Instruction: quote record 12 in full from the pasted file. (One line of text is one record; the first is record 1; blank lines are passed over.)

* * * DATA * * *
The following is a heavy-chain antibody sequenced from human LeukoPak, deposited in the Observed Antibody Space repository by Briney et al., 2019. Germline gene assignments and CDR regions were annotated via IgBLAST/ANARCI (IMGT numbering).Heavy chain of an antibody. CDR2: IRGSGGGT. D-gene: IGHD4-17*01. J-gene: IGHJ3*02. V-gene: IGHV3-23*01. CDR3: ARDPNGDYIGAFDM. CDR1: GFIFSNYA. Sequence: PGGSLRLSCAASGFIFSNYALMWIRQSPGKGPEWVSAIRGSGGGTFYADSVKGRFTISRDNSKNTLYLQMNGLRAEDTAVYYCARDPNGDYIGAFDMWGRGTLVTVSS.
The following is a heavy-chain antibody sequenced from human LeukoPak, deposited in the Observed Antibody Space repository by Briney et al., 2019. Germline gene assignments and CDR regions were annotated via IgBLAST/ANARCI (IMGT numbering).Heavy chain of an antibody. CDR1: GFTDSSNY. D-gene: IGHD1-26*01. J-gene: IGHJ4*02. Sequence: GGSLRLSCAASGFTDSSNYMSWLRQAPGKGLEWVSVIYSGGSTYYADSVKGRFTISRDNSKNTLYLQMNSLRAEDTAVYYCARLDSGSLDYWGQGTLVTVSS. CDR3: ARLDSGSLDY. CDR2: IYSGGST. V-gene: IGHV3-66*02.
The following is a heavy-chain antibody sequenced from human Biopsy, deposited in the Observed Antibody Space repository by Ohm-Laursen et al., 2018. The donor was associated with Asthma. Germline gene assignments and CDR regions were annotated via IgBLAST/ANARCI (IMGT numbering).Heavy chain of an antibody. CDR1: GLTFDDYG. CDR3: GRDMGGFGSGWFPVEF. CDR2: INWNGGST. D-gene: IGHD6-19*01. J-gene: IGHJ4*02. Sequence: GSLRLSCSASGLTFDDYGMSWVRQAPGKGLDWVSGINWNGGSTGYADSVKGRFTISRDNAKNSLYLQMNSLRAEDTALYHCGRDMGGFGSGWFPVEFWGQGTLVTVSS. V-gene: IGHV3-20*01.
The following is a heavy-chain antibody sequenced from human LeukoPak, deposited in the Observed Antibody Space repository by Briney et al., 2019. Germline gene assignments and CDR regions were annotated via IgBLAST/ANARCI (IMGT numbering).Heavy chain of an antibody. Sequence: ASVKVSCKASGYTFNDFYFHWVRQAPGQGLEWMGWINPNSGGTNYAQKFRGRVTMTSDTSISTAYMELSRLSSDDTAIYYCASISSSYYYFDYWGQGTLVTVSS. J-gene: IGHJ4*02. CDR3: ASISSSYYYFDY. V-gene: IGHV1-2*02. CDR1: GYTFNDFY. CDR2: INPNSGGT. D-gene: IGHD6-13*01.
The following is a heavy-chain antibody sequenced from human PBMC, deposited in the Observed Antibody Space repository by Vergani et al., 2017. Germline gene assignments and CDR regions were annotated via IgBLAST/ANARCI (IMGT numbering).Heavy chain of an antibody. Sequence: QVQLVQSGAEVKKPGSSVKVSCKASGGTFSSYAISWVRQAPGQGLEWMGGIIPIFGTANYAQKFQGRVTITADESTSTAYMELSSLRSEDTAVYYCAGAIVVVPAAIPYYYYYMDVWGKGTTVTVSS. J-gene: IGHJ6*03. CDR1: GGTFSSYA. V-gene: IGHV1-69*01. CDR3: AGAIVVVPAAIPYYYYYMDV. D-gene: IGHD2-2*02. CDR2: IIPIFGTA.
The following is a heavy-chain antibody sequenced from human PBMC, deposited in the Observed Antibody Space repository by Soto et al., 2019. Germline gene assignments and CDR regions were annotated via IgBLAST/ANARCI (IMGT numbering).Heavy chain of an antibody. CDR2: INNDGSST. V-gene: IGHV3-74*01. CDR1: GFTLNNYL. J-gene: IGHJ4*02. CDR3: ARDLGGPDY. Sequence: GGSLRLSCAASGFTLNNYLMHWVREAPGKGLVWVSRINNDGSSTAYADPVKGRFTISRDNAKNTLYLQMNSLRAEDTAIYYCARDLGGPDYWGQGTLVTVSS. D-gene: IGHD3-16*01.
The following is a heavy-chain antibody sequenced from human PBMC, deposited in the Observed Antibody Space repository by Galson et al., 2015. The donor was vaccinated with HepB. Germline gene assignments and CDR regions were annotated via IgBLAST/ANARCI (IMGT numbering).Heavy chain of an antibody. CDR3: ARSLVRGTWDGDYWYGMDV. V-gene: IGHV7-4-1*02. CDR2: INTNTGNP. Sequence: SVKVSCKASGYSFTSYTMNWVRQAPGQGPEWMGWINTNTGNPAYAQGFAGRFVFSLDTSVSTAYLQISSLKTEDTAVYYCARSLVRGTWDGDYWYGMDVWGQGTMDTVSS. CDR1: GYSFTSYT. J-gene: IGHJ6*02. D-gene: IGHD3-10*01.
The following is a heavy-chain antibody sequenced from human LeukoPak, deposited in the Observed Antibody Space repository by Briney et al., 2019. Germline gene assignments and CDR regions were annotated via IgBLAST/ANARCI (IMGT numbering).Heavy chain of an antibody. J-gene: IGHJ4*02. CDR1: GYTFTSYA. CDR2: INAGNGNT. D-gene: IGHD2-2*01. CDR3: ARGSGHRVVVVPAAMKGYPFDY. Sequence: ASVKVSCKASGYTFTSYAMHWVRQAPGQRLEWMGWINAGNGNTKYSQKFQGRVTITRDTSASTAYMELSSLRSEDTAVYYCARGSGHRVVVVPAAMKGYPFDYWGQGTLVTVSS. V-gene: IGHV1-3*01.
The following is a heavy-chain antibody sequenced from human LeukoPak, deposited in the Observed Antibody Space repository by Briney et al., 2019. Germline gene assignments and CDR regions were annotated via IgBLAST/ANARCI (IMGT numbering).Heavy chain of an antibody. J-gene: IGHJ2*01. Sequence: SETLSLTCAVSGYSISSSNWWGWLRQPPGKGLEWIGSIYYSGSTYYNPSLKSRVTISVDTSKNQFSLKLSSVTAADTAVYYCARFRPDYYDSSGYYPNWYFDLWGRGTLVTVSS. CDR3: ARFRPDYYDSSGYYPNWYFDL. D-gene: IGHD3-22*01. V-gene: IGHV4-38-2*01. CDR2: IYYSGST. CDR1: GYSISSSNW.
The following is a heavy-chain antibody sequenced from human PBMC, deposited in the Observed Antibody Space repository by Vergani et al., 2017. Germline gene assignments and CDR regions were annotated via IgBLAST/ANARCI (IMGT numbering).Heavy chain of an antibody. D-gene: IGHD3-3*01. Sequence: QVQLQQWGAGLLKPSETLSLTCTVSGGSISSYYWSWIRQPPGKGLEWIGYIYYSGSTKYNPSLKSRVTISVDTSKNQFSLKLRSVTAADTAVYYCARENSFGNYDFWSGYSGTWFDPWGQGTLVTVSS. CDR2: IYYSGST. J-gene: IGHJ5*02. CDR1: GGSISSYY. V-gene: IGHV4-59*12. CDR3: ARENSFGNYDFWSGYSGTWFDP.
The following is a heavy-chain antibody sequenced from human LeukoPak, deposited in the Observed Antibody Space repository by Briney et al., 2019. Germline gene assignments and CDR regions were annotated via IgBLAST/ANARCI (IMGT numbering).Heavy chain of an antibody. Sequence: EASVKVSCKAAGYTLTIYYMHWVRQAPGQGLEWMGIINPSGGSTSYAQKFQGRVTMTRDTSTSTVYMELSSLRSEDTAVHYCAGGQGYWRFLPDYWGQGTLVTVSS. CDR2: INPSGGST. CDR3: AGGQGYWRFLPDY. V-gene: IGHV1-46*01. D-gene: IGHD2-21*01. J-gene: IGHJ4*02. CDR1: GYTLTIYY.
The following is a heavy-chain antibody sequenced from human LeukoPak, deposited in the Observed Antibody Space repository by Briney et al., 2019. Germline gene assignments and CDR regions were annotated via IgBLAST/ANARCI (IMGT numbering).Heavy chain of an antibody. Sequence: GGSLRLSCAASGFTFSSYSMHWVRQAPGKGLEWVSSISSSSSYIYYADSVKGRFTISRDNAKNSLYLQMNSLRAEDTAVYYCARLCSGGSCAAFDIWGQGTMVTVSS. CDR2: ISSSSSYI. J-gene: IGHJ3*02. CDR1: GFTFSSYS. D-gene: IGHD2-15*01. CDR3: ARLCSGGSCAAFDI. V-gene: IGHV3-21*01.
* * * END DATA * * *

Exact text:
The following is a heavy-chain antibody sequenced from human LeukoPak, deposited in the Observed Antibody Space repository by Briney et al., 2019. Germline gene assignments and CDR regions were annotated via IgBLAST/ANARCI (IMGT numbering).Heavy chain of an antibody. Sequence: GGSLRLSCAASGFTFSSYSMHWVRQAPGKGLEWVSSISSSSSYIYYADSVKGRFTISRDNAKNSLYLQMNSLRAEDTAVYYCARLCSGGSCAAFDIWGQGTMVTVSS. CDR2: ISSSSSYI. J-gene: IGHJ3*02. CDR1: GFTFSSYS. D-gene: IGHD2-15*01. CDR3: ARLCSGGSCAAFDI. V-gene: IGHV3-21*01.